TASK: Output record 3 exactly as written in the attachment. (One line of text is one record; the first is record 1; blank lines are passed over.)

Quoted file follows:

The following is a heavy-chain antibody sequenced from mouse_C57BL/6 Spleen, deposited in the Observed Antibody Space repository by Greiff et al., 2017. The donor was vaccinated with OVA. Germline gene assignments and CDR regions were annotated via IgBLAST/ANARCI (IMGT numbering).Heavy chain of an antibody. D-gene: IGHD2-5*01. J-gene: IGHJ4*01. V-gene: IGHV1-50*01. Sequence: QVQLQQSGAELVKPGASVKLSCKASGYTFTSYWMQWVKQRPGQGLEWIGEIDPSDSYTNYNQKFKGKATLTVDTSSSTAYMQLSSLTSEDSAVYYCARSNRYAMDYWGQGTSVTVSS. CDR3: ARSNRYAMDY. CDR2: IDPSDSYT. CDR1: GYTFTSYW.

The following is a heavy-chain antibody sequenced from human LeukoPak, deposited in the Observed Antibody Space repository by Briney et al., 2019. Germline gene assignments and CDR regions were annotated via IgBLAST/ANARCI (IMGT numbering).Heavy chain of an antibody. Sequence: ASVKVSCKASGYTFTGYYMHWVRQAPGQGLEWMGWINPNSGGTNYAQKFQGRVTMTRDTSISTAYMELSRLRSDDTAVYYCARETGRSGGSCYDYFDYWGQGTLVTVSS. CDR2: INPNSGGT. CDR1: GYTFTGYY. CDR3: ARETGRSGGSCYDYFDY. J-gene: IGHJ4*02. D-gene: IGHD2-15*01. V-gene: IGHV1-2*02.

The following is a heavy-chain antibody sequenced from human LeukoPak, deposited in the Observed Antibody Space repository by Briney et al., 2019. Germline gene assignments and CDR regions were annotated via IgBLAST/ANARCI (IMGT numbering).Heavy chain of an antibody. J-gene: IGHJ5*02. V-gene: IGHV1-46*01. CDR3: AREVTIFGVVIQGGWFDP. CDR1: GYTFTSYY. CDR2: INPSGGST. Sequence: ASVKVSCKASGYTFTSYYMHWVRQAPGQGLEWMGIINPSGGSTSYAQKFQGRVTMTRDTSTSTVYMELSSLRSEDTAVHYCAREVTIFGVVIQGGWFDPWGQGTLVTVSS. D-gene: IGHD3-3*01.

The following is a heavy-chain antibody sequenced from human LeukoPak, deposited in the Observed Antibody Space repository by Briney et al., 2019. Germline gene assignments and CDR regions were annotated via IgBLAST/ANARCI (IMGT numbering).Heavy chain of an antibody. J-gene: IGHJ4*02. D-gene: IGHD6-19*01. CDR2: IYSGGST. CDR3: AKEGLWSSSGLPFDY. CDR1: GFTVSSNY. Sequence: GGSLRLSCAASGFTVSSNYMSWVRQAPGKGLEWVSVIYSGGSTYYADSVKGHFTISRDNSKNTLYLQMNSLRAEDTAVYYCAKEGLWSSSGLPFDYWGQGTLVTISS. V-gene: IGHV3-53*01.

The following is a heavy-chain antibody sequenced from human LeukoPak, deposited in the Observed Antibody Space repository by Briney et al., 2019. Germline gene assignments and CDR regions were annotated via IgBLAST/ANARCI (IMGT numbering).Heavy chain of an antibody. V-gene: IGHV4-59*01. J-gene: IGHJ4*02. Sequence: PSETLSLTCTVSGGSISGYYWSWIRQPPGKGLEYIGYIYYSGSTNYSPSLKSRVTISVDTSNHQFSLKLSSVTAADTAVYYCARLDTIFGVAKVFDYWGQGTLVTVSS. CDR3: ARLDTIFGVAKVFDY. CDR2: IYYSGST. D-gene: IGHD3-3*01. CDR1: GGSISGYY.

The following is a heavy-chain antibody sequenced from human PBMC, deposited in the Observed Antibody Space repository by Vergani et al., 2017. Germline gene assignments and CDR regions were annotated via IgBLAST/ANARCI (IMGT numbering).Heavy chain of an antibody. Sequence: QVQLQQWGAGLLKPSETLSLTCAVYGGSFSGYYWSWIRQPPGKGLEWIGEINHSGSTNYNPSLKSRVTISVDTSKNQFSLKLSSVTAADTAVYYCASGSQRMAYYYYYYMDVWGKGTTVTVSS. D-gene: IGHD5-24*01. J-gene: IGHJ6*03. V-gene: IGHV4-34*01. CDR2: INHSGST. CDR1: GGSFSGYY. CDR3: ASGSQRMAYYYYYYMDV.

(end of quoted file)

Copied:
The following is a heavy-chain antibody sequenced from human LeukoPak, deposited in the Observed Antibody Space repository by Briney et al., 2019. Germline gene assignments and CDR regions were annotated via IgBLAST/ANARCI (IMGT numbering).Heavy chain of an antibody. J-gene: IGHJ5*02. V-gene: IGHV1-46*01. CDR3: AREVTIFGVVIQGGWFDP. CDR1: GYTFTSYY. CDR2: INPSGGST. Sequence: ASVKVSCKASGYTFTSYYMHWVRQAPGQGLEWMGIINPSGGSTSYAQKFQGRVTMTRDTSTSTVYMELSSLRSEDTAVHYCAREVTIFGVVIQGGWFDPWGQGTLVTVSS. D-gene: IGHD3-3*01.